Assad vows to crush 'terrorism' with iron fist
Syria's President Bashar al-Assad blamed foreign plotters Tuesday for the deadly 10-month-old protests against his regime and vowed to crush their "terrorism" with an iron fist.
The opposition Syrian National Council (SNC) said the rare speech pushes the country closer to civil war, and the Local Coordination Committees (LCC), which organise the protests, urged the world to isolate his regime.
In the speech just hours before UN Security Council discussions on Syria, Assad denied security forces had orders to fire on civilian protesters, even as activists reported regime gunmen killed 13 more civilians.
Assad said the unrest, which the UN estimated last month has killed more than 5,000 people since March, would only end "when the flow of funds and weapons coming from abroad stops".
"Regional and international parties who are trying to destabilise Syria can no longer falsify the facts and events," the embattled leader said in the televised speech that lasted almost two hours.
Assad said restoring security was the "absolute priority" and pledged to tackle terrorism with an "iron fist," after a Damascus suicide bombing killed 26 people on Friday.
"There can be no let-up for terrorism -- it must be hit with an iron fist," he said. "The battle with terrorism is a battle for everyone, a national battle, not only the government's battle."
In Istanbul, the head of the opposition SNC, Burhan Ghalioun, expressed alarm about Assad's "dangerous speech in which he stated his determination to use violence against our own people".
"He has cut short any Arab or other initiative to find a solution to the crisis," Ghalioun said, adding the speech showed Assad's "determination to divide and push the country towards civil war".
Ghalioun called on the world community to "work to ensure the international protection of Syrian civilians," while urging the Arab League to turn to the Security Council for help.
Washington said Assad used the speech to try to deflect the attention of his people from his commitment to end his brutal crackdown.
"He's doing everything but what he needs to do," said State Department spokeswoman Victoria Nuland.
She said he must meet Syria's commitments to the Arab League to end the violence, withdraw heavy weapons from cities, admit journalists, free political prisoners and allow for a real political dialogue.
"So that's what we're looking to see in Syria, and obviously this was an effort to deflect the attention of his own people from the real problem," said Nuland.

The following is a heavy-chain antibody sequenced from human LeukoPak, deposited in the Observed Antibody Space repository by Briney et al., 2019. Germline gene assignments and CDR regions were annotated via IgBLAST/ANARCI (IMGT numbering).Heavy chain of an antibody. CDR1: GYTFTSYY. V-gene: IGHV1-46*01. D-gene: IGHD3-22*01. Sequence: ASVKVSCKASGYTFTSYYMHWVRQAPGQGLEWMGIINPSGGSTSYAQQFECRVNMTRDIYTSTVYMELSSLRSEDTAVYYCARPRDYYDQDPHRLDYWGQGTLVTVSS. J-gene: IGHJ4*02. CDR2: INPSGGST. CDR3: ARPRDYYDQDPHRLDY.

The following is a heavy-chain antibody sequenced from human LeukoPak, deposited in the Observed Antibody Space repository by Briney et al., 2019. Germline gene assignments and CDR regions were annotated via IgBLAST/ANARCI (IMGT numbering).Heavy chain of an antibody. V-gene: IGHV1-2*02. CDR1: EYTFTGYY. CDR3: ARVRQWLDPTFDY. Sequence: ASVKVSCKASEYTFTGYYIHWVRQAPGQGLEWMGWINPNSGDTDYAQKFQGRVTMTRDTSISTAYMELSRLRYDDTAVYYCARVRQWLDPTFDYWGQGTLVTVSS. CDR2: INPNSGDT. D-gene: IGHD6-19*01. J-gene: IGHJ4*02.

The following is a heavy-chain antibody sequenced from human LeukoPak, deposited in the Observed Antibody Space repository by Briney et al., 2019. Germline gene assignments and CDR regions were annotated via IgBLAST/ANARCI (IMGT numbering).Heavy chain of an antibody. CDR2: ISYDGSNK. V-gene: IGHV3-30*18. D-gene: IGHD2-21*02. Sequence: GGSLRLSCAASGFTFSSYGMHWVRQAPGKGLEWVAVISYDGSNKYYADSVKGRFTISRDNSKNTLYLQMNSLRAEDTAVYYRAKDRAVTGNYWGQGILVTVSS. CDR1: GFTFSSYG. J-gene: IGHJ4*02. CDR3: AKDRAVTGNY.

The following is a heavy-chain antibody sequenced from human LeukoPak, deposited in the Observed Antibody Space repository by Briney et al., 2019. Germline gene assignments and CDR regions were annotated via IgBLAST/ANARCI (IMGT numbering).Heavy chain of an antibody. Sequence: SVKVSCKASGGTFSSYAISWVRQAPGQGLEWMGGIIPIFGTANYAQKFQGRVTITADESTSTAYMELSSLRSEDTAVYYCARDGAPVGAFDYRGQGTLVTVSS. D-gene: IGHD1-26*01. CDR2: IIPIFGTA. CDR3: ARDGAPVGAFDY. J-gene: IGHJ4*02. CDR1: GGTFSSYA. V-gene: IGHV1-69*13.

French Foreign Minister Alain Juppe said Assad was "divorced from reality" and accused him of inciting violence, while vigorously condemning attacks on Arab League observers in Syria.
League chief Nabil al-Arabi denounced the attacks on the observers, in which two Kuwaiti army officers were hurt, and said he was holding Damascus responsible for their mission.
The Syrian Observatory for Human Rights said security forces shot dead at least 13 civilians on Tuesday, including 10 youths at a peaceful demonstration in northeastern Deir Ezzor.
"An Observatory activist in Deir Ezzor said what he witnessed today was a real massacre," it said, adding "most of the martyrs were youths who were demonstrating peacefully".
The LCC said Assad's speech proved he ordered killings given he instructed security forces to "continue to beat the activists with 'an iron fist.'"
It called for civil resistance to widen the uprising while urging the Arab and international communities to cut off the regime and "paralyze its repressive behaviour".
Assad insisted security personnel had no orders to shoot. "By law, nobody can open fire, except in self-defence."
He rejected opposition charges his regime was a dictatorship.
"I rule with the will of the people. If I give up power, I will do so with the will of the people too. The largest part of the Syrian people want reform and do not go out and violate laws."
Assad said a new constitution being drawn up by a committee set up in October to replace the current one, which enshrines his Baath party's dominant role, and could be put to a popular vote as early as March.
He hit out at the Arab League, which has had observers in Syria since December 26 charged with overseeing a deal to end the violence, and asked what right its governments had to lecture Syria about democracy or reform.
Critics say the Arab mission has been completely outmanoeuvred by Damascus, with the opposition Muslim Brotherhood accusing it of covering up the regime's "crimes".
Russia, which in October vetoed a European-drafted Security Council resolution that condemned Assad's government over the crackdown, on Tuesday praised the Arab League and urged it to continue the observer mission.
"Their deployment in this country already has a stabilising effect on the situation, and helps obtain a truthful and objective picture of what is happening in Syria," said Russia's foreign ministry.
But in New York, Assistant Secretary General B. Lynn Pascoe told the Security Council that 400 people had been killed since the observers began their work.
US ambassador Susan Rice said the daily death rate was higher than before the Arab deployment and reaffirmed calls for the 15-member council to pass a resolution condemning the crackdown.
She said Syria's government was "willingly, blatantly and in cold blood, massacring its own people" and reaffirmed the US administration's calls for Assad to stand down.
Since October, Russia has proposed a rival resolution which condemns the government and opposition violence, but there have been no talks among all council members since the start of the year.
Germany's UN ambassador Peter Wittig said this was "unsatisfactory" and demanded "serious negotiations" by Russia, although diplomats said progress was unlikely until after the League reports on its observer mission on January 19.
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